International Classification of Disease (ICD-10-CM) Diagnostic Coding System
The 10th revision of the International Classification of Diseases and related health problems (ICD-10-CM) is a uniform diagnostic coding system. Maintenance of ICD-10-CM is the responsibility of the CDC’s National Center for Health Statistics (NCHS) under authorization by the World Health Organization (WHO). In practice, ICD-10-CM has become the international standard diagnostic classification for all general epidemiological and many health-management purposes that translates diagnoses into a seven-character, alphanumeric code, which permits easy storage, retrieval, and analysis of the data. ICD-10-CM classifies diagnoses and reasons for visits in all health care settings, and is primarily used to categorize, and describe general types of injuries and diseases, and identify medical diagnoses furnished by physicians and other health care professionals. Visit the AASM Store to access the most current version of the authoritative clinical text for the diagnosis and treatment of sleep disorders, the International Classification of Sleep Disorders.
Current Procedural Terminology (CPT®) Codes
The CPT code set is a uniform coding system consisting of descriptive terms and identifying codes (5 numeric digits) that are used primarily to identify medical services and procedures furnished by physicians and other health care professionals. The CPT code set is maintained by the American Medical Association (AMA) and decisions regarding addition, deletion or revision of CPT codes are made by the CPT Editorial Panel. Although not all-inclusive, the below tables list some of the more frequently used codes in sleep medicine.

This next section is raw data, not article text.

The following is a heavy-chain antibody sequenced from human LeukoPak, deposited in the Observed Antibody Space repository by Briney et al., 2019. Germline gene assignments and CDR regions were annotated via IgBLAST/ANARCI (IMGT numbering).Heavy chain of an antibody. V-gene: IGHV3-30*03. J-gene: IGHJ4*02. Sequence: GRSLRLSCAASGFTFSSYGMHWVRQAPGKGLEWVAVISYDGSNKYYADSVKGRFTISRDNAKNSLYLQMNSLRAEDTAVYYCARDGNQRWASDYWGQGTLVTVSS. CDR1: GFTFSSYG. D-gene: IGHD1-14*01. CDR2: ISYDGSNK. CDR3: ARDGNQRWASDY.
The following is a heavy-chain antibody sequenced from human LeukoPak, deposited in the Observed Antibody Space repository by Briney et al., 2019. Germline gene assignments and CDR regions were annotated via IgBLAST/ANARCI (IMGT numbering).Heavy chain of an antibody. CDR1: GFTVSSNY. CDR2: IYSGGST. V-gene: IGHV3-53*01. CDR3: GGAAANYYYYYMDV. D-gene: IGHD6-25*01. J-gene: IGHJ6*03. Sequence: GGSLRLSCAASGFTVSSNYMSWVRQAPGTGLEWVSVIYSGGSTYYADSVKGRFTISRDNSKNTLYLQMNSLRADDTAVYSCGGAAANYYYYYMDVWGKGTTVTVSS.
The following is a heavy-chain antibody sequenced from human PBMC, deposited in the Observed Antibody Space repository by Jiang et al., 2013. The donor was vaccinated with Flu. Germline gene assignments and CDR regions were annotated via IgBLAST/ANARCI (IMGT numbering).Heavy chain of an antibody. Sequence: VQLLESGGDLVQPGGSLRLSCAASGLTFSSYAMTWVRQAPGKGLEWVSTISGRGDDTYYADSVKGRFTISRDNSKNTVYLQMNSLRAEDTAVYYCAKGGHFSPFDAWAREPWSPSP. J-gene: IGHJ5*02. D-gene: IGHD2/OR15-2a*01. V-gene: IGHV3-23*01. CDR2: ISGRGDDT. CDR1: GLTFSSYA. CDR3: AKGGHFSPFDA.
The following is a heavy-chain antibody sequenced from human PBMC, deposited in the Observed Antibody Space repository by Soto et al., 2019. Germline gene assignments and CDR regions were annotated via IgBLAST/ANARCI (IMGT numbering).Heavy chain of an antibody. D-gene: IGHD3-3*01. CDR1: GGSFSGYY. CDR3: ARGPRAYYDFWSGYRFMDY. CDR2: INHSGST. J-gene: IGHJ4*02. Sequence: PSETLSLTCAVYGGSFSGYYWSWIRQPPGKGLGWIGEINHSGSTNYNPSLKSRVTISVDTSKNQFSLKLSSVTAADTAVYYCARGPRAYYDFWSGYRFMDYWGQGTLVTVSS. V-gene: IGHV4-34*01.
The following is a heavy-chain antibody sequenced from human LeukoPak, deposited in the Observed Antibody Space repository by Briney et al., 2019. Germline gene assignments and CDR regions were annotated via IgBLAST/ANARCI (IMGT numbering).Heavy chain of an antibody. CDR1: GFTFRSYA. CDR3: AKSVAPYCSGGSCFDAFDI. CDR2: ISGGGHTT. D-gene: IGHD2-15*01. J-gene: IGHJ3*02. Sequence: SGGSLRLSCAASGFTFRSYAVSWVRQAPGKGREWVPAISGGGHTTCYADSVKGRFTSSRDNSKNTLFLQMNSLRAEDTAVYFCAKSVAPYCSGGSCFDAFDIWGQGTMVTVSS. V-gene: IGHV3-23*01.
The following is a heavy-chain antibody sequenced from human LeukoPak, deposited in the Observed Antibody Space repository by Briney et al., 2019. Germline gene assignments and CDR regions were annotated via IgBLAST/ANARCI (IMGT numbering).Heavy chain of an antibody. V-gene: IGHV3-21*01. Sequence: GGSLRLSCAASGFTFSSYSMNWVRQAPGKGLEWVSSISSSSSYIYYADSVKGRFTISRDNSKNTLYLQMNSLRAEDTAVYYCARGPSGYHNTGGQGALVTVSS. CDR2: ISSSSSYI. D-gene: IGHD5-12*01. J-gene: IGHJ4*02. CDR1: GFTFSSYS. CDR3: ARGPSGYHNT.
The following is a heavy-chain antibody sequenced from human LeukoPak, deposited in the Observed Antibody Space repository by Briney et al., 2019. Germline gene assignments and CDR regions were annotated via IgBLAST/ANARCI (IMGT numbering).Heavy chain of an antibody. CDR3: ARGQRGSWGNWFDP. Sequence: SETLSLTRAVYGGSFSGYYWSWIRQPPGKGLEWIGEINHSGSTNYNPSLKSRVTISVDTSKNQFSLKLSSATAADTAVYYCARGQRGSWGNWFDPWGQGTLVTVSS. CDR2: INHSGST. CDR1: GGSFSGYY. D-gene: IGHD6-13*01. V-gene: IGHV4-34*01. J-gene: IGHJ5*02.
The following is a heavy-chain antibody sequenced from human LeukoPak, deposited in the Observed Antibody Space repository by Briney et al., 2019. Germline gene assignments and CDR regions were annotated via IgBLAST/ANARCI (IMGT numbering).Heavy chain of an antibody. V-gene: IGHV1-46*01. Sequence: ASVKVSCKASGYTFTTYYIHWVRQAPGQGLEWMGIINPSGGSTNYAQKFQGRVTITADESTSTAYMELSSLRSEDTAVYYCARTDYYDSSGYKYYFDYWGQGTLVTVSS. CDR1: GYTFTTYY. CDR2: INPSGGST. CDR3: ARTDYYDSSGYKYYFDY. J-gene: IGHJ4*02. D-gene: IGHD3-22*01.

Sleep Services Codes
Note: Use the Technical Component (TC) modifier when only the technical component is billed and the 26 (professional component) modifier when only the professional component is billed.
Evaluation and Management (E/M Codes)
Sleep physicians also use Evaluation and Management codes to bill for office visits. Assigning codes for office visits can be complex, however, Medicare has an Evaluation and Management Services guide you can refer to for more information.
Evaluation and management codes are restricted to physicians and other qualified advanced nurse practitioners (NPs, PAs, etc.). Technologists cannot bill independently but they can bill incident to the physician (if certain guidelines are followed).
Find more information about the E/M Code Changes, here.
Healthcare Common Procedural Coding System (HCPCS)
HCPCS is divided into two subsystems: Level I (comprised of the CPT code set) and Level II. Level II of the HCPCS is a standardized coding system (a single alphabetical letter followed by 4 numeric digits) that is primarily used to identify products, supplies and services not included in the CPT code set. HCPCS Level II codes include ambulance services and durable medical equipment, prosthetics, orthotics and supplies (DMEPOS) when used outside a physician’s office.
G Codes (home sleep apnea testing)
The G codes (G0398, G0399 and G0400), which describe home sleep apnea testing (HSAT) services, were added to the Healthcare Common Procedure Coding System (HCPCS) Level II in 2008. Some insurers accept the G codes while others accept the CPT® codes for HSATs (95800, 95801 and 95806). An HSAT provider will need to contact each insurer they work with to identify which codes can be reported.
Durable Medical Equipment (DME) Sleep Medicine Codes
All E codes fall under the jurisdiction of the DME MAC unless otherwise noted.
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